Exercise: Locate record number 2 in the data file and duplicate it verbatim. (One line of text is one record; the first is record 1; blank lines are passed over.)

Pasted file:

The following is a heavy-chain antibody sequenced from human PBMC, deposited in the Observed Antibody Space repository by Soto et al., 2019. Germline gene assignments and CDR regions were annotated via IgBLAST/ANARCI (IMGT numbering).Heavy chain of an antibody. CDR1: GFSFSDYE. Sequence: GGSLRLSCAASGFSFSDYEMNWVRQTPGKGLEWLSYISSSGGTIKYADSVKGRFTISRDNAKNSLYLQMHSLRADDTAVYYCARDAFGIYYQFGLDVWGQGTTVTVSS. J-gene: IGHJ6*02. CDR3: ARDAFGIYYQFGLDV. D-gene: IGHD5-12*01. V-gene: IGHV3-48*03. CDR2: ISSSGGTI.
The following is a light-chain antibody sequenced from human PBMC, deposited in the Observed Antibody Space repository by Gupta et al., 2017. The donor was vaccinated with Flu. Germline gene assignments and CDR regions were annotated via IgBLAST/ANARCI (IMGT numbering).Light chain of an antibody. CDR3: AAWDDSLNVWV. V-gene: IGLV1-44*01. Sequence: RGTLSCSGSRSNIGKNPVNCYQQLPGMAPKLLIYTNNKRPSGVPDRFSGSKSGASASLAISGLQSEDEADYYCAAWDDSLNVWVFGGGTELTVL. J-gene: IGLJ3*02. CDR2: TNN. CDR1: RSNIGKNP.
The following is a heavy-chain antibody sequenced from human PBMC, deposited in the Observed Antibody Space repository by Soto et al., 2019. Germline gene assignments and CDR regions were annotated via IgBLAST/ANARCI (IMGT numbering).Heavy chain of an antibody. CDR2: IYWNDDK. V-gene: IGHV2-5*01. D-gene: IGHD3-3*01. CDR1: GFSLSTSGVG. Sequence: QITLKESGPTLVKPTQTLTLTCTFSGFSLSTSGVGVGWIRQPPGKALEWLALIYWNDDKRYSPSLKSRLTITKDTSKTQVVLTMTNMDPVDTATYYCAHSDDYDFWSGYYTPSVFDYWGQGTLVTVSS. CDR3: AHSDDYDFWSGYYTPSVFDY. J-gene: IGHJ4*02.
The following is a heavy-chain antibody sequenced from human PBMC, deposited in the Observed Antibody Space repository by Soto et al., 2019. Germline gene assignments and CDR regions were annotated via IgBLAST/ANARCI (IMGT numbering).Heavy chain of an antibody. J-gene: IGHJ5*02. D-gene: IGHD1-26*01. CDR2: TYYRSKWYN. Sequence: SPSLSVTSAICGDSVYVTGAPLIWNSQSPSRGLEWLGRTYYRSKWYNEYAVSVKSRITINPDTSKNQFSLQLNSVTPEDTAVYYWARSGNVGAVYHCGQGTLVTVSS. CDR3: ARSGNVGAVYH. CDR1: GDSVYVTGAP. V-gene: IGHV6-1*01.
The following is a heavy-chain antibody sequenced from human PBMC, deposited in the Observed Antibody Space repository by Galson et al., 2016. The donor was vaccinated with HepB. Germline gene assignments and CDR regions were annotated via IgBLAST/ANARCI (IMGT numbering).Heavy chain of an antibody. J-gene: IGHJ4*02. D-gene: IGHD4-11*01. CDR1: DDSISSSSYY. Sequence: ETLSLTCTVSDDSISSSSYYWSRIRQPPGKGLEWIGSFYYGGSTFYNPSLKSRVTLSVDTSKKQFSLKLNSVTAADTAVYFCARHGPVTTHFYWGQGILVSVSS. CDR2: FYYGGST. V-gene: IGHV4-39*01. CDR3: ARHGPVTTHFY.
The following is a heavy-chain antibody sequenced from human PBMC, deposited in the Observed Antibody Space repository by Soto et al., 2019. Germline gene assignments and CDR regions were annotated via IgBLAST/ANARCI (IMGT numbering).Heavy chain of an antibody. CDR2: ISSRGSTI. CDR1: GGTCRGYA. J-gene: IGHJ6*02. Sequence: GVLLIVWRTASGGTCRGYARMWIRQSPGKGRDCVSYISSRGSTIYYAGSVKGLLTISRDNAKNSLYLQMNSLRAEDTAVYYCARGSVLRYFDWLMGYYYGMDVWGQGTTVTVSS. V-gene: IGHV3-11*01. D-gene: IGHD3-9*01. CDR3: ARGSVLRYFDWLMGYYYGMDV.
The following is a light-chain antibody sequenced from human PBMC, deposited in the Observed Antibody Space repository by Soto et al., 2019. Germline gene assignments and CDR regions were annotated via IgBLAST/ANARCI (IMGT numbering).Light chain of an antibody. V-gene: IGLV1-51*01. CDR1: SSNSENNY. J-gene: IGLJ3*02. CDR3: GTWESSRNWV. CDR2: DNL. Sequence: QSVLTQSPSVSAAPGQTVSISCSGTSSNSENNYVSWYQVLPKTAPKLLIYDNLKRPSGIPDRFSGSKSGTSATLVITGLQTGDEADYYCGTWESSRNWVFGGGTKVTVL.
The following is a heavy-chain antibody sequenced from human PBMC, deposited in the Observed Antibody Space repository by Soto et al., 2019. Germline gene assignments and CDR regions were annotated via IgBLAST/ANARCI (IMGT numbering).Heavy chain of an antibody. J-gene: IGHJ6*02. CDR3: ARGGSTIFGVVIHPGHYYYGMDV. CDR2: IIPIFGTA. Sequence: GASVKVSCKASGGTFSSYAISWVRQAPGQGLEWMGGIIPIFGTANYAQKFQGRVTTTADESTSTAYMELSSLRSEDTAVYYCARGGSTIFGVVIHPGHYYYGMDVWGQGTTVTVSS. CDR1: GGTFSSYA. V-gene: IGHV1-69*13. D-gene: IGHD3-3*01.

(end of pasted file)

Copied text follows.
The following is a light-chain antibody sequenced from human PBMC, deposited in the Observed Antibody Space repository by Gupta et al., 2017. The donor was vaccinated with Flu. Germline gene assignments and CDR regions were annotated via IgBLAST/ANARCI (IMGT numbering).Light chain of an antibody. CDR3: AAWDDSLNVWV. V-gene: IGLV1-44*01. Sequence: RGTLSCSGSRSNIGKNPVNCYQQLPGMAPKLLIYTNNKRPSGVPDRFSGSKSGASASLAISGLQSEDEADYYCAAWDDSLNVWVFGGGTELTVL. J-gene: IGLJ3*02. CDR2: TNN. CDR1: RSNIGKNP.